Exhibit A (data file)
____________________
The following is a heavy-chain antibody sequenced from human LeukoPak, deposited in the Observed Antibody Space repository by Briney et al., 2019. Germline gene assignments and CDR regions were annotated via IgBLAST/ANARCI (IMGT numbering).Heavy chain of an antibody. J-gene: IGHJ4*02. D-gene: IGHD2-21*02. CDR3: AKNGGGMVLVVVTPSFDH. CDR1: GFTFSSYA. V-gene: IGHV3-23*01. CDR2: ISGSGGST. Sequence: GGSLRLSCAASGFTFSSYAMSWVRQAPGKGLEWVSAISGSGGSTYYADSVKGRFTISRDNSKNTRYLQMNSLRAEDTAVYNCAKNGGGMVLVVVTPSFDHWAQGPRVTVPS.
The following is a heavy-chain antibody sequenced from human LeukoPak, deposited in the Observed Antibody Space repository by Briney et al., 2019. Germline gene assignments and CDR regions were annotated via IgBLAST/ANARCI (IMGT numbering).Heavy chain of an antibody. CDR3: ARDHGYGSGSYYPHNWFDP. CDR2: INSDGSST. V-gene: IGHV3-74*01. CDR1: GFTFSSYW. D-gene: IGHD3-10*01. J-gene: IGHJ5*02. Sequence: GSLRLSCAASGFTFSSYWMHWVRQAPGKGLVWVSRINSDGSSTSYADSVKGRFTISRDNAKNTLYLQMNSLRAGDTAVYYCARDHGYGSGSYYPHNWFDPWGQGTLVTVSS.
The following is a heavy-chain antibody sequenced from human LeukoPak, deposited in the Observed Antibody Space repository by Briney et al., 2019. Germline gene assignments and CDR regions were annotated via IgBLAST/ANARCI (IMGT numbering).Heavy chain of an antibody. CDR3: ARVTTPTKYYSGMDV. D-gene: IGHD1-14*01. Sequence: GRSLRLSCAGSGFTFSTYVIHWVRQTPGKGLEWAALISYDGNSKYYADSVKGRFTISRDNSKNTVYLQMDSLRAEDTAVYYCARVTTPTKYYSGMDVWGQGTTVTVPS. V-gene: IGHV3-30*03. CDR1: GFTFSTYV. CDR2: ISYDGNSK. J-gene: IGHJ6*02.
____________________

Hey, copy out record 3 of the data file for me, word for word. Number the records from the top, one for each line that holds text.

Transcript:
The following is a heavy-chain antibody sequenced from human LeukoPak, deposited in the Observed Antibody Space repository by Briney et al., 2019. Germline gene assignments and CDR regions were annotated via IgBLAST/ANARCI (IMGT numbering).Heavy chain of an antibody. CDR3: ARVTTPTKYYSGMDV. D-gene: IGHD1-14*01. Sequence: GRSLRLSCAGSGFTFSTYVIHWVRQTPGKGLEWAALISYDGNSKYYADSVKGRFTISRDNSKNTVYLQMDSLRAEDTAVYYCARVTTPTKYYSGMDVWGQGTTVTVPS. V-gene: IGHV3-30*03. CDR1: GFTFSTYV. CDR2: ISYDGNSK. J-gene: IGHJ6*02.